Relative importance of various risk factors for asymptomatic carotid atherosclerosis versus coronary heart disease incidence: The Atherosclerosis Risk in Communities Study

Albert Richey Sharrett, P. D. Sorlie, L. E. Chambless, A. R. Folsom, R. G. Hutchinson, G. Heiss, M. Szklo

Research output: Contribution to journalArticle

Abstract

Major risk factors for coronary heart disease are also associated with early carotid artery thickening, but no studies have yet examined patterns of risk factors to see whether they differ for the two outcomes. Assuming similar pathogenesis for both coronary and carotid atherosclerosis, one could interpret risk factor pattern differences as relating to differences in staging, i.e., early atheroma versus later stenotic or occlusive atherothrombosis. This study included 12,193 Atherosclerosis Risk in Communities Study participants aged 45-64 years who were free of clinical cardiovascular disease in 1987-1989, in whom 420 myocardial infarctions or coronary heart disease deaths occurred over the next 6 years. Plasma low density lipoprotein cholesterol, systolic blood pressure, and smoking were major risk factors for both outcomes. Compared with these factors, triglycerides and high density lipoprotein (HDL) cholesterol were associated only weakly with carotid atherosclerosis but were associated strongly with coronary heart disease incidence. No other risk factors, including those associated with diabetes mellitus, hemostasis, and inflammation, differed in their relative contribution to the two outcomes. These results suggest that the high triglyceride-low HDL cholesterol pattern is involved in the transition from atheroma to atherothrombosis, and that control of this pattern may be important in persons with detectable subclinical disease.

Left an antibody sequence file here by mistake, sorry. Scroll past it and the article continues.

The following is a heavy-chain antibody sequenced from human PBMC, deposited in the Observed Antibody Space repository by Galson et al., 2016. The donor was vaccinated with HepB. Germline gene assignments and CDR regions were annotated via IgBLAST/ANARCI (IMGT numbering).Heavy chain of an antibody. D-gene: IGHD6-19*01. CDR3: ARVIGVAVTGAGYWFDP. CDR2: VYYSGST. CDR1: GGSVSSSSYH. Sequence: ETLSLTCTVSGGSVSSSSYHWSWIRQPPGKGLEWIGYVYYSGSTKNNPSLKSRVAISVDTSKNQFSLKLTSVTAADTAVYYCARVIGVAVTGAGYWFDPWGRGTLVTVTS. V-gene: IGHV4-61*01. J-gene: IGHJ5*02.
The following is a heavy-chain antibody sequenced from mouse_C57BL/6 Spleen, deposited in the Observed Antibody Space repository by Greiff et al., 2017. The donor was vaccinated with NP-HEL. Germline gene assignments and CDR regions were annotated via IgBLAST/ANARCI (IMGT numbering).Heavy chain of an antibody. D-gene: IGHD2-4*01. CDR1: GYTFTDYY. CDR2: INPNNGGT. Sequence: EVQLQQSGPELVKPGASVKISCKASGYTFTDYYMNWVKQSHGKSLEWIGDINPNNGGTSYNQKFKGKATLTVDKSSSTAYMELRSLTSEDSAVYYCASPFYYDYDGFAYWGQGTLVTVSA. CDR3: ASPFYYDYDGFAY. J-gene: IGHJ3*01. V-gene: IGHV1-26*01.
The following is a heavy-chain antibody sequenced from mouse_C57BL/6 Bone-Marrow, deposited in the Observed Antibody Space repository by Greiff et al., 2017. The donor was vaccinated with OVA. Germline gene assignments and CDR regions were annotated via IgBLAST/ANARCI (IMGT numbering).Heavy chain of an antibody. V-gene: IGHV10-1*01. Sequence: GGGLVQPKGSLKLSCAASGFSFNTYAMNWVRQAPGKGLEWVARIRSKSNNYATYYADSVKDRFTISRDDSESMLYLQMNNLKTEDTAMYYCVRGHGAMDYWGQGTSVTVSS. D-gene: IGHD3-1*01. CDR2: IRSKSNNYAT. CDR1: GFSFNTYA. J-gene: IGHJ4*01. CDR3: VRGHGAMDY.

Original languageEnglish (US)
Pages (from-to)843-852
Number of pages10
JournalAmerican journal of epidemiology
Volume149
Issue number9
DOIs
StatePublished - May 1 1999

Keywords

  • Atherosclerosis
  • Carotid artery diseases
  • Coronary disease
  • Prospective studies
  • Risk factors

ASJC Scopus subject areas

  • Epidemiology

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